Laplace transform for solving some families of fractional differential equations and its applications

Advances in Difference Equations, Sep 2018

In many recent works, many authors have demonstrated the usefulness of fractional calculus in the derivation of particular solutions of a significantly large number of linear ordinary and partial differential equations of the second and higher orders. The main objective of the present paper is to show how this simple fractional calculus method to the solutions of some families of fractional differential equations would lead naturally to several interesting consequences, which include (for example) a generalization of the classical Frobenius method. The methodology presented here is based chiefly upon some general theorems on (explicit) particular solutions of some families of fractional differential equations with the Laplace transform and the expansion coefficients of binomial series. MSC:26A33, 33C10, 34A05.

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Laplace transform for solving some families of fractional differential equations and its applications

Shy-Der Lin Chia-Hung Lu In many recent works, many authors have demonstrated the usefulness of fractional calculus in the derivation of particular solutions of a significantly large number of linear ordinary and partial differential equations of the second and higher orders. The main objective of the present paper is to show how this simple fractional calculus method to the solutions of some families of fractional differential equations would lead naturally to several interesting consequences, which include (for example) a generalization of the classical Frobenius method. The methodology presented here is based chiefly upon some general theorems on (explicit) particular solutions of some families of fractional differential equations with the Laplace transform and the expansion coefficients of binomial series. MSC: 26A33; 33C10; 34A05 1 Introduction, definitions and preliminaries In the past two decades, the widely investigated subject of fractional calculus has remarkably gained importance and popularity due to its demonstrated applications in numerous - special functions, etc. (see, for example, []). ential equations. where the Euler gamma function () is defined by (z) = tzet dt L f (t) (s) = F(s) = The Mittag-Leffler function (cf. [, ]) is defined by z, , C, R() > . The simplest Wright function (cf. [, ]) is defined by (ai, i),p z := p q(z) = p q (bj, j),q where z, ai, bj C, i, j R, i = , , . . . , p and j = , , . . . , q. The Riemann-Liouville fractional derivatives Da+y and Dby of order C ( () ) are defined by n = n = respectively, where [ ()] means the integral part of (). The Pochhammer symbol (or the shifted factorial, since ()n = n! for n N = {, , , . . .}) (cf. []) given by The binomial coefficients are defined by n = !(! n)! = = , r= r! (ai, i),p t L p q (bj, j),q (, ), (ai, i),p (bj, j),q s est Df (t) dt t f (n)( ) (n ) (t )n+ d dt es(u+ )un du d esuun du d es f (n)( ) d = snL f (n)(t) (s) = sn snL f (t) snf () snf () f (n)() The interchange of the order of integration in the above derivation can be justified by applying Fubinis theorem. 2 Solutions of the fractional differential equations Throughout this section, we let y(t) be such that for some value of the parameter s, the Laplace transform L[y] converges. y (t) + ay()(t) + by(t) = y(t) = c (r + k + )(at)r [( )r + k + ]r! (b)ktk+ (b)ktk+ k= r= (b)ktk+ (r + k + )(at)r [( )r + k + ]r! (r + k + )(at)r [( )r + k + ]r! (r + k + )(at)r [( )r + k + ]r! . Equation (.) yields L[y] = cs + c + acs + acs s + as + b = c Thus, from Equation (.), we derive the following solution by the inverse Laplace transform to Equation (.): (b)k sk y(t) = c = c (k + r)!(a)r [( )r + k + ] (k + r)!(a)r [( )r + k + ] (k + r)!(a)r [( )r + k + ] (k + r)!(a)r [( )r + k + ] (r + k + )(at )r [( )r + k + ]r! (b)k tk+ (b)k tk+ k= r= (b)k tk+ (r + k + )(at )r [( )r + k + ]r! (r + k + )(at )r [( )r + k + ]r! (r + k + )(at )r [( )r + k + ]r! . Example . The fractional differential equation of a generalized viscoelastic free damping oscillation (cf. []) y (t) + ay( )(t) + by(t) = y(t) = c (r + k + )(at )r [ r + k + ]r! (b)k tk+ (b)k tk+ (b)k tk+ (r + k + )(at )r [ r + k + ]r! (r + k + )(at )r [ r + k + ]r! (r + k + )(at )r [( )r + k + ]r! . y(t) = c + + ()k tk+ ()k tk+ ()k tk+ (r + k + )(t )r [ r + k + ]r! (r + k + )(t )r [ r + k + ]r! (r + k + )(t )r r= [ r + k + ]r! (r + k + )(t )r r= [ r + k + ]r! y()(t) + ay (t) + by(t) = y(t) = c (r + k + )(a)rt()r+k [( )r + k + ]r! (r + k + )(a)rt()r+k+ [( )r + k + ]r! (r + k + )(a)rt()r+k+ [( )r + k + ]r! That is, Equation (.) yields L[y] = = c Thus, from Equation (.), we derive the following solution by the inverse Laplace transform to Equation (.): y(t) = c (r + k + )(a)r [( )r + k + ] (r + k + )(a)r [( )r + k + ] (r + k + )(a)r [( )r + k + ] This solution can be expressed by the Wright function as y(t) = c y( )(t) y (t) y(t) = has a solution y(t) = c k k k (r + k + )t r + k+ (r + k + )t r + k+ y(t) = c s L[y] cs bL[y] = , we have L[y] = y(t) = c = bs = cs y(t) = c y(t) = cE, w t Competing interests The authors declare that they have no competing interests.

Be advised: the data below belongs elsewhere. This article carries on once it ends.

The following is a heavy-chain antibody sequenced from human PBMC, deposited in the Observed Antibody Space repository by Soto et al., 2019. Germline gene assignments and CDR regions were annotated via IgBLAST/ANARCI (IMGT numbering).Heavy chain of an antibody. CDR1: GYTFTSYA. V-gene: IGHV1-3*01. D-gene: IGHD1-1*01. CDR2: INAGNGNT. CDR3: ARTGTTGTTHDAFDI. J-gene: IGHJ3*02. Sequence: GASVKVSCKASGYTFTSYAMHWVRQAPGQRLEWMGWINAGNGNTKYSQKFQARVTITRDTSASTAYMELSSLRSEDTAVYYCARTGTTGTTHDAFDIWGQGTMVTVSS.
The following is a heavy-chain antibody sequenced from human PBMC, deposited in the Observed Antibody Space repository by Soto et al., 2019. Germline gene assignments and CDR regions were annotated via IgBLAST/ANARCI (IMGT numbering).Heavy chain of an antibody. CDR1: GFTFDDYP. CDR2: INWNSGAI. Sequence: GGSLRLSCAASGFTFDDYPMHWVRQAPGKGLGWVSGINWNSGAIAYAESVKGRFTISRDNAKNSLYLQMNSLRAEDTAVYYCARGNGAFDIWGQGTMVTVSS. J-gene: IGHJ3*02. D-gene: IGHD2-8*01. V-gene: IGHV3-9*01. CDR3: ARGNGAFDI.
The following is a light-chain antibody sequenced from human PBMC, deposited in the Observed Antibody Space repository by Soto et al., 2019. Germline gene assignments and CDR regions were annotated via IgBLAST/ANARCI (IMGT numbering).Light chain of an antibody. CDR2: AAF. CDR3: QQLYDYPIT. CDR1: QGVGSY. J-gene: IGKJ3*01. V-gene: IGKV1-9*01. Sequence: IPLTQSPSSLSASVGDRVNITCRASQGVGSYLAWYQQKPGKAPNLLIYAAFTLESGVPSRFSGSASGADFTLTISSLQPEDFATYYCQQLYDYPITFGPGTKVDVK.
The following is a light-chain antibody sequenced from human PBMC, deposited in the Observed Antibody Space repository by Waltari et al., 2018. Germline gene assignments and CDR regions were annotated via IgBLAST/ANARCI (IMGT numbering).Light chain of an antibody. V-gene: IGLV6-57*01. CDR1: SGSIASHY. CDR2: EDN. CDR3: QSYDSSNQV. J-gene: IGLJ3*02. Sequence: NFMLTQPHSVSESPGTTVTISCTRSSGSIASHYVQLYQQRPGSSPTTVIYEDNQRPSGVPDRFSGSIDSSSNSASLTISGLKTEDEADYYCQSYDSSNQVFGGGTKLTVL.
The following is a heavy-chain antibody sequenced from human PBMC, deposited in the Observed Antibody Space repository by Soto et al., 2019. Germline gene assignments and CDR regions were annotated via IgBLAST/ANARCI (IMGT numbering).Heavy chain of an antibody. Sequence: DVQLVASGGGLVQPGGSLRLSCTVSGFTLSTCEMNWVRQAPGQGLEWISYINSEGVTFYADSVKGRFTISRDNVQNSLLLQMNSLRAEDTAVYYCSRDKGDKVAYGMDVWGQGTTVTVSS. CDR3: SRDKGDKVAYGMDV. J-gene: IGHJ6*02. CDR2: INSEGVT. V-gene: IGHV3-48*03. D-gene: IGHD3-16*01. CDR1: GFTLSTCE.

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Shy-Der Lin, Chia-Hung Lu. Laplace transform for solving some families of fractional differential equations and its applications, Advances in Difference Equations, 2013, 137, DOI: 10.1186/1687-1847-2013-137